For the twenty-fourth week in a row, Israelis have been spending their Saturday nights protesting. For eight months, social change organizations have been working on overdrive to protect the rights of persecuted groups and combat the strategic dismantling of democratic institutions by the current government. Here at Shatil we’ve been asking ourselves: how are they doing—and how are they doing it?
The answer is resilience. Organizational resilience is defined as an organization’s ability to predict, prepare, respond, and adapt to significant change and sudden disturbances, in order to continue to survive and thrive. Here in Israel, the baseline of our political context demands resilience. Civil society has always had to adapt to less-than-friendly climates, but since the latest elections the threat to democratic values is even greater, and actors at all levels are feeling the pressure.
Organizational resilience can take many forms. It may mean developing a detailed strategic plan for several or scenario-planning, so that whatever happens the organizational staff are not caught off guard and do not waste time scrambling to plan. For an individual, resilience may mean learning to set boundaries and communicate their role to someone else so that work can be distributed evenly. This way, they can mitigate burnout and protect their own well-being.
Starting at the widest level, Shatil organizers have been emphasizing the need to create forums where organizations and individuals facing similar threats can come together. For example, the “Shared Society Directors Forum” met in early February to strategize and coordinate their responses to possible scenarios for the coming months. Coming together to brainstorm possible strategic response plans means that each organization now has a safety net and more energy to formulate and implement their individual work plans that promote their particular goals. Through NIF’s Hub for the Protection of Civic Space, Shatil is bolstering institutional resilience by coordinating training sessions that help NGOs operate in shrinking democratic space. Gathering people is also important for the individuals within an organization; it provides an avenue to share experiences, vent, and overall dispel the feeling of facing everything on your own.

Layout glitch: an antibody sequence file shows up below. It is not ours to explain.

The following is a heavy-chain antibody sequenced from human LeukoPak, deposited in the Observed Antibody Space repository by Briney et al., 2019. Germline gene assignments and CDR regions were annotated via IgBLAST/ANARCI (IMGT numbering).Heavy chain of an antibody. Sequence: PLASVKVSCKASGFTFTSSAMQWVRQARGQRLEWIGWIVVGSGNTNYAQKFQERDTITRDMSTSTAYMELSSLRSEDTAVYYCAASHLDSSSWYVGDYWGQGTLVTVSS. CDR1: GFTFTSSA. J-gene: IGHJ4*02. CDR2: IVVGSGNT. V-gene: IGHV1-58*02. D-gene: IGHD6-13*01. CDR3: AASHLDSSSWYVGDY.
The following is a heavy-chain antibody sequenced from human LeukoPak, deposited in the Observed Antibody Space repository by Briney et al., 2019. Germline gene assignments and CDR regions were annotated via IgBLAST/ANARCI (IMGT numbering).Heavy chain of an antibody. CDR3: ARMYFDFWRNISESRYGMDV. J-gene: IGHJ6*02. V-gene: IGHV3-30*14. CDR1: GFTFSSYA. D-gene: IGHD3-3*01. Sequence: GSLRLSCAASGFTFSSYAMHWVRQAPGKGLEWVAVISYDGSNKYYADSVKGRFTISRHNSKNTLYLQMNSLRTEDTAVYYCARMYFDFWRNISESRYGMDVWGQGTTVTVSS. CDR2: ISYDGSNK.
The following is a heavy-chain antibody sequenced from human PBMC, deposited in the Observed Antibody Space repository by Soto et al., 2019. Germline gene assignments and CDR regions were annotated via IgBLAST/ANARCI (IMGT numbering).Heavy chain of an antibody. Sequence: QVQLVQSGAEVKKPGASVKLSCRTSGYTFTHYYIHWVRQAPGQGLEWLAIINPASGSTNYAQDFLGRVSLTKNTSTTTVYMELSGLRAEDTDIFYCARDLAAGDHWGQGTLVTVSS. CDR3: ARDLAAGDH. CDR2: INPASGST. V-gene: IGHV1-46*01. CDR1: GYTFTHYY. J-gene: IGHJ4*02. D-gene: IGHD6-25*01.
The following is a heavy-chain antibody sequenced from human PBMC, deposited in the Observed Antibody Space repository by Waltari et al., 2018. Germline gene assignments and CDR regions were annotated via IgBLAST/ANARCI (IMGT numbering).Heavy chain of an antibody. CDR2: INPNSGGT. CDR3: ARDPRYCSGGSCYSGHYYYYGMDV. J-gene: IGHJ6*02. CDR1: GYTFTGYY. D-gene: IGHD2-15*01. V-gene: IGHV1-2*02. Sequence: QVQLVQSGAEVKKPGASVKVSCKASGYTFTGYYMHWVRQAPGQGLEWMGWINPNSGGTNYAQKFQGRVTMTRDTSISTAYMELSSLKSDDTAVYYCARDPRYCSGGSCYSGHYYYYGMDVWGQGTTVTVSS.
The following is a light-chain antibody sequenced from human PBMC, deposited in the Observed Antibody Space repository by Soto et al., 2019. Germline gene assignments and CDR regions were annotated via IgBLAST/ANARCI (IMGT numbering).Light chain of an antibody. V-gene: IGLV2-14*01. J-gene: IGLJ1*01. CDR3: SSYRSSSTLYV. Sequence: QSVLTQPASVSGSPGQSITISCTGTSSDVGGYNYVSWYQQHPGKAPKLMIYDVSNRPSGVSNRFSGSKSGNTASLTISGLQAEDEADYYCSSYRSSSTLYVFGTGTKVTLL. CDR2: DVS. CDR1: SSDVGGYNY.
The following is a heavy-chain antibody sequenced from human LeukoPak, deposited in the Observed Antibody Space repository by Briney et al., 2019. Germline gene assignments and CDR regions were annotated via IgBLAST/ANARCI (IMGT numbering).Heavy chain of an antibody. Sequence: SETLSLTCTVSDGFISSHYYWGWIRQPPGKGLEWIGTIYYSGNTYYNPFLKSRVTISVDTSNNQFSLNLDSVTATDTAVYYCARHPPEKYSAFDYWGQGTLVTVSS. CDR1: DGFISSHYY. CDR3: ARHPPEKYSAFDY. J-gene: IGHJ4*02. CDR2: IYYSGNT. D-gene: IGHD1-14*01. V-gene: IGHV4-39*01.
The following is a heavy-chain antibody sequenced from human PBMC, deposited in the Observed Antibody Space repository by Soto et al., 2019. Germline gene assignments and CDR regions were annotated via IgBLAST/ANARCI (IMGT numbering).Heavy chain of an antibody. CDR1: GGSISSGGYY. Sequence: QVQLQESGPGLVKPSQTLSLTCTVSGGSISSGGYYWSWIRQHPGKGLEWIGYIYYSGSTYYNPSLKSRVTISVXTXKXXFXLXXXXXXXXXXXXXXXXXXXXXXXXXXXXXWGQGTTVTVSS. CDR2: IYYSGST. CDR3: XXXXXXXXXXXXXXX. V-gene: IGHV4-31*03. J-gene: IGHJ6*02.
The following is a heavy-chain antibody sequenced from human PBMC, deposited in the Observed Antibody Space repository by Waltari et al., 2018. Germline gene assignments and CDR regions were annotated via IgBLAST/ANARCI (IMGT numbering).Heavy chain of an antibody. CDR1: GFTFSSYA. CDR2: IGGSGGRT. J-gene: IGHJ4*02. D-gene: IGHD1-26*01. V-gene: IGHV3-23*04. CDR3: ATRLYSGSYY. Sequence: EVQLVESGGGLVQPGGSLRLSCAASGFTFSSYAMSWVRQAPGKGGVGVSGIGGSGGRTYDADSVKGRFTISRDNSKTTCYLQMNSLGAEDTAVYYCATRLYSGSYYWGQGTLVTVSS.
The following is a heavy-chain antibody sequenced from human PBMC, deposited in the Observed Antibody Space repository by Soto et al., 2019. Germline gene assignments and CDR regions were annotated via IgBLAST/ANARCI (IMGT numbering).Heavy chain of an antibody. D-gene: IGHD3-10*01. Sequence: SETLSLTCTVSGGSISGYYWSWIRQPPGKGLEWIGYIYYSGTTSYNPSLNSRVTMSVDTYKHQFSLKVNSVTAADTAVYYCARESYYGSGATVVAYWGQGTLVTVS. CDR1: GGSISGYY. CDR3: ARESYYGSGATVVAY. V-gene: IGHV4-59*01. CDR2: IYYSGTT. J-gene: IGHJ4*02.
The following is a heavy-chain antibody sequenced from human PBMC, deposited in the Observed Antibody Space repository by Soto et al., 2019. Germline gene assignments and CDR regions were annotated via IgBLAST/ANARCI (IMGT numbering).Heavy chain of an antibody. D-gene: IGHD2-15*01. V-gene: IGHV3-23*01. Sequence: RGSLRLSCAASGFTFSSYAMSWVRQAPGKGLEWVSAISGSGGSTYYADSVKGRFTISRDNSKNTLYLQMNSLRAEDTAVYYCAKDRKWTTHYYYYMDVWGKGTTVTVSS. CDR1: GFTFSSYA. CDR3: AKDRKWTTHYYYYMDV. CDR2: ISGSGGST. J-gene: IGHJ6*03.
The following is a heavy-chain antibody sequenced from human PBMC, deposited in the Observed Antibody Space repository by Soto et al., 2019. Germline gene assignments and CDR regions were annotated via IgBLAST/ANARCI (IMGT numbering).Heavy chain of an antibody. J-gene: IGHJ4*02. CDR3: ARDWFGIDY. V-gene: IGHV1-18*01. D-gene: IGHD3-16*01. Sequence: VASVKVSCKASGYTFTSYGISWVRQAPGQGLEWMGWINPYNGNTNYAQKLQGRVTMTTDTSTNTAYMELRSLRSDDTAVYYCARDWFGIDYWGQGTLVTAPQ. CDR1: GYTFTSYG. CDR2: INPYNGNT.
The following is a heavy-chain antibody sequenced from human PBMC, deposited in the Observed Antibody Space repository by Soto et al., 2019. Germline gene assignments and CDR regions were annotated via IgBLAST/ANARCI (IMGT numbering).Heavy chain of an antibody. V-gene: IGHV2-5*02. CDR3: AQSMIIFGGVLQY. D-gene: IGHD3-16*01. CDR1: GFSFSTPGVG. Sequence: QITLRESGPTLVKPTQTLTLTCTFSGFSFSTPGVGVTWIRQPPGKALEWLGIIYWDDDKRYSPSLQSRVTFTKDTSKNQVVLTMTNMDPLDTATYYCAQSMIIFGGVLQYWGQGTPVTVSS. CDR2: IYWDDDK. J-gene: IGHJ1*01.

On the protest level, Ella Yedaya who runs Shatil’s national programs and Tami Yakira who organizes the human rights community for Shatil, have been coordinating amongst the various blocs within the movement to help them develop shared mapping and immediate response plans. The goal is to also account for the long-term needs of activists, to make sure the movement can successfully sustain itself.
Working with specific organizations, Shatil consultants have been running trainings and holding one-on-one consultations to address how resilience can be cultivated even in the face of unprecedented adversity. For one organization that meant building an intricate strategic planning process; for another it meant coordinating a response plan to increased attacks on the organization and groups within the community.
Hajar Masarwah, the director of Tishreen Association, a non-profit strengthening civil society in the triangle region, decided to join one of Shatil’s trainings after witnessing how the social media landscape was fomenting a feeling of hopelessness and burnout.
“The media are responsible to a great extent for our outlook on the world, and they often embrace pessimistic views,” Hajar explained. “The Shatil resilience training helped me have a perspective shift and begin to see the media and journalism as a channel through which to effect positive change, not just feel less hopeful about the future.”